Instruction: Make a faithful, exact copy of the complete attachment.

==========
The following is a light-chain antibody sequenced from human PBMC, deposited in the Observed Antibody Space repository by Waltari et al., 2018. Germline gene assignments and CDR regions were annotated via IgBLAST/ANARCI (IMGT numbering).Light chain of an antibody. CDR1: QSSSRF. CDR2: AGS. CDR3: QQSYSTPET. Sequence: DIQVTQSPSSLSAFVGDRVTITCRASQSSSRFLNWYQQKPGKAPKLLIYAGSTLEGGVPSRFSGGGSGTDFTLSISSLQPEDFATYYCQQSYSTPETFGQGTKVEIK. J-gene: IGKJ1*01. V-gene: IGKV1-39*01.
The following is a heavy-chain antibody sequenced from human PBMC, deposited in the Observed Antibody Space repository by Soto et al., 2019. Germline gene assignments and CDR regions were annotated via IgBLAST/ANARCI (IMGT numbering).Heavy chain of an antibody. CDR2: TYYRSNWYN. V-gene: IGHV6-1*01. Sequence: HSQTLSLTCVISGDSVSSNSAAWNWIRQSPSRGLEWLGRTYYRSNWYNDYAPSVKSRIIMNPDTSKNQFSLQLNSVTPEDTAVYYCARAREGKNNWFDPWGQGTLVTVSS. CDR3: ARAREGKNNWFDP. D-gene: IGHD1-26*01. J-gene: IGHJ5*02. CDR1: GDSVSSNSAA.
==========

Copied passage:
The following is a light-chain antibody sequenced from human PBMC, deposited in the Observed Antibody Space repository by Waltari et al., 2018. Germline gene assignments and CDR regions were annotated via IgBLAST/ANARCI (IMGT numbering).Light chain of an antibody. CDR1: QSSSRF. CDR2: AGS. CDR3: QQSYSTPET. Sequence: DIQVTQSPSSLSAFVGDRVTITCRASQSSSRFLNWYQQKPGKAPKLLIYAGSTLEGGVPSRFSGGGSGTDFTLSISSLQPEDFATYYCQQSYSTPETFGQGTKVEIK. J-gene: IGKJ1*01. V-gene: IGKV1-39*01.
The following is a heavy-chain antibody sequenced from human PBMC, deposited in the Observed Antibody Space repository by Soto et al., 2019. Germline gene assignments and CDR regions were annotated via IgBLAST/ANARCI (IMGT numbering).Heavy chain of an antibody. CDR2: TYYRSNWYN. V-gene: IGHV6-1*01. Sequence: HSQTLSLTCVISGDSVSSNSAAWNWIRQSPSRGLEWLGRTYYRSNWYNDYAPSVKSRIIMNPDTSKNQFSLQLNSVTPEDTAVYYCARAREGKNNWFDPWGQGTLVTVSS. CDR3: ARAREGKNNWFDP. D-gene: IGHD1-26*01. J-gene: IGHJ5*02. CDR1: GDSVSSNSAA.